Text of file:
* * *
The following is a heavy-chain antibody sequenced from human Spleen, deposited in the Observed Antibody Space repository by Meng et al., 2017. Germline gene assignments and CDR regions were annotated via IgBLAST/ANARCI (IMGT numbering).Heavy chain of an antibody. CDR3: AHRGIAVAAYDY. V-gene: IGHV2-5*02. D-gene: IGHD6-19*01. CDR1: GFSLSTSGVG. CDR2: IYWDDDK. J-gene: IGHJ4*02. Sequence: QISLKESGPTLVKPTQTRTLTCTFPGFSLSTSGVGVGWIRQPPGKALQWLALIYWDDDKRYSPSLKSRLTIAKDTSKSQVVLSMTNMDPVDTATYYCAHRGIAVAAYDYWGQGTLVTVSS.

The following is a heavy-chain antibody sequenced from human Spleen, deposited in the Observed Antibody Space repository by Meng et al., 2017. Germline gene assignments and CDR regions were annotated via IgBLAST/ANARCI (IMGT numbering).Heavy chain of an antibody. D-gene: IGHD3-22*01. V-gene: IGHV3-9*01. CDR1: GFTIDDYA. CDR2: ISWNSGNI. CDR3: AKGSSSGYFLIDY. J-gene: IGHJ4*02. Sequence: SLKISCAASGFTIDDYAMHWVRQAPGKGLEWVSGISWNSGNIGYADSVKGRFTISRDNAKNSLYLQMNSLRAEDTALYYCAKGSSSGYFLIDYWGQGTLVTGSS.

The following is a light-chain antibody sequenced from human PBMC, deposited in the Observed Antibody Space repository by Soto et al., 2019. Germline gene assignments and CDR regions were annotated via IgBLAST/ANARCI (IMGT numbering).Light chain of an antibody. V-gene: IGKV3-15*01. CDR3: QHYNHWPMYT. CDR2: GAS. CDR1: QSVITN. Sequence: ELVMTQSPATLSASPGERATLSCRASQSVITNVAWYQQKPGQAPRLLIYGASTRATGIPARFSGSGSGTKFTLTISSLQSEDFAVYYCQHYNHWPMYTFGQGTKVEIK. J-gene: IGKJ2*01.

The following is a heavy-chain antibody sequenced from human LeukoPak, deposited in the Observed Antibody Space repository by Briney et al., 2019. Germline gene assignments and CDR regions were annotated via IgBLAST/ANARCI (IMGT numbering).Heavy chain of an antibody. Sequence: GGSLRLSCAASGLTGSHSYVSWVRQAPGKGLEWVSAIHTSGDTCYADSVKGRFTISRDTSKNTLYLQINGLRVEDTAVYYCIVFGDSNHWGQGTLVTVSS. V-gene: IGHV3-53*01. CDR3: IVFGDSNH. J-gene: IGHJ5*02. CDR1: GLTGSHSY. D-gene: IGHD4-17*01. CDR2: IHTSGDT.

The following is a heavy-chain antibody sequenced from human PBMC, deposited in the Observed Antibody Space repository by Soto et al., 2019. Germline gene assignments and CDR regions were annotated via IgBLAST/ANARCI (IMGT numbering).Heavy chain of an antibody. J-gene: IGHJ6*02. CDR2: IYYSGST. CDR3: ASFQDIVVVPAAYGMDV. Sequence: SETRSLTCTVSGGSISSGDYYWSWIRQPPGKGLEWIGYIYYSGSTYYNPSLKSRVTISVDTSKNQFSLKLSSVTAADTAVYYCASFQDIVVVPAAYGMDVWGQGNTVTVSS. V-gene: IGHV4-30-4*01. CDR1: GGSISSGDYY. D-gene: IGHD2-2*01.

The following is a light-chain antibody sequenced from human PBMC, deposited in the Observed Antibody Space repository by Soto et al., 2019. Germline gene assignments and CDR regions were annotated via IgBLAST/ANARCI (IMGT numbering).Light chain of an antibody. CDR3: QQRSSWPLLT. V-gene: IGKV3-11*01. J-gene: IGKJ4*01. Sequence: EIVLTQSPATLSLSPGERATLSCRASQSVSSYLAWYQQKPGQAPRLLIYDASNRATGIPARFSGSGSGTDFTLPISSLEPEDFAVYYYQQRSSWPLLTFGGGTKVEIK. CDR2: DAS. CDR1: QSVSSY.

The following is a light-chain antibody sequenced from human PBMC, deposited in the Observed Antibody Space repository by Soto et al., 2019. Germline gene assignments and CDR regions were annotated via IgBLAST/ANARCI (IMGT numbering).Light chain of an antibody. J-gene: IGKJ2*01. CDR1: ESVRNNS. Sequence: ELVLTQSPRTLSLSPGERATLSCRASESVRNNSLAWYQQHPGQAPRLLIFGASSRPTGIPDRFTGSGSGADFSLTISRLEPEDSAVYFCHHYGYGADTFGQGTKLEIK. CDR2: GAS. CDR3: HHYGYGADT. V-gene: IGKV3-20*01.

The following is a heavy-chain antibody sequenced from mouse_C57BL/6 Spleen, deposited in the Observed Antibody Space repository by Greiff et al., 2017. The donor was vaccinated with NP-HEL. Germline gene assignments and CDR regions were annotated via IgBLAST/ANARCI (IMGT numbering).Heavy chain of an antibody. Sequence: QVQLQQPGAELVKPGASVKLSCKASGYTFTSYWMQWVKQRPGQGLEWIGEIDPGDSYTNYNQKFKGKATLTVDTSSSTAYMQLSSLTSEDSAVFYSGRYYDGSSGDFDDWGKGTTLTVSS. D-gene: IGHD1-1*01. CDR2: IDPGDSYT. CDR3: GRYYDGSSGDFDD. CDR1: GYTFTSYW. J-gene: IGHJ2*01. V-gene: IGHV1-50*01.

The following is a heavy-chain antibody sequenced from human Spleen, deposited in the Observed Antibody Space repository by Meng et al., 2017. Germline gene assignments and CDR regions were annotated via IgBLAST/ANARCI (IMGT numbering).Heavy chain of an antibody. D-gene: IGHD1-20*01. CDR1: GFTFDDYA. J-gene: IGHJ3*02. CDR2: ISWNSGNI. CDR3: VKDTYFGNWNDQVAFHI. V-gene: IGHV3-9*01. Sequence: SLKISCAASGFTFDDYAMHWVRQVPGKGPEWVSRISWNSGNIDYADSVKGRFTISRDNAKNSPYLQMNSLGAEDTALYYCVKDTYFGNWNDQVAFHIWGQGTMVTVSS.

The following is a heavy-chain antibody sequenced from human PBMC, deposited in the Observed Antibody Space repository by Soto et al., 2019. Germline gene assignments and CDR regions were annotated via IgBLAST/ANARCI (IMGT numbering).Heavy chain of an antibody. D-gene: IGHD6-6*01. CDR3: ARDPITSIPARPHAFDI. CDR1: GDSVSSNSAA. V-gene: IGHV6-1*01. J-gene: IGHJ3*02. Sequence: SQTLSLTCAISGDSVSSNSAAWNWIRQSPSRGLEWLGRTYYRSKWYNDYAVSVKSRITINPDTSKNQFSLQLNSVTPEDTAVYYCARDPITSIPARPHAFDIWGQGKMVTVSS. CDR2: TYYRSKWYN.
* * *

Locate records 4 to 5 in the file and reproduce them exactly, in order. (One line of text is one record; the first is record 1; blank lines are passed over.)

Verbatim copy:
The following is a heavy-chain antibody sequenced from human LeukoPak, deposited in the Observed Antibody Space repository by Briney et al., 2019. Germline gene assignments and CDR regions were annotated via IgBLAST/ANARCI (IMGT numbering).Heavy chain of an antibody. Sequence: GGSLRLSCAASGLTGSHSYVSWVRQAPGKGLEWVSAIHTSGDTCYADSVKGRFTISRDTSKNTLYLQINGLRVEDTAVYYCIVFGDSNHWGQGTLVTVSS. V-gene: IGHV3-53*01. CDR3: IVFGDSNH. J-gene: IGHJ5*02. CDR1: GLTGSHSY. D-gene: IGHD4-17*01. CDR2: IHTSGDT.

The following is a heavy-chain antibody sequenced from human PBMC, deposited in the Observed Antibody Space repository by Soto et al., 2019. Germline gene assignments and CDR regions were annotated via IgBLAST/ANARCI (IMGT numbering).Heavy chain of an antibody. J-gene: IGHJ6*02. CDR2: IYYSGST. CDR3: ASFQDIVVVPAAYGMDV. Sequence: SETRSLTCTVSGGSISSGDYYWSWIRQPPGKGLEWIGYIYYSGSTYYNPSLKSRVTISVDTSKNQFSLKLSSVTAADTAVYYCASFQDIVVVPAAYGMDVWGQGNTVTVSS. V-gene: IGHV4-30-4*01. CDR1: GGSISSGDYY. D-gene: IGHD2-2*01.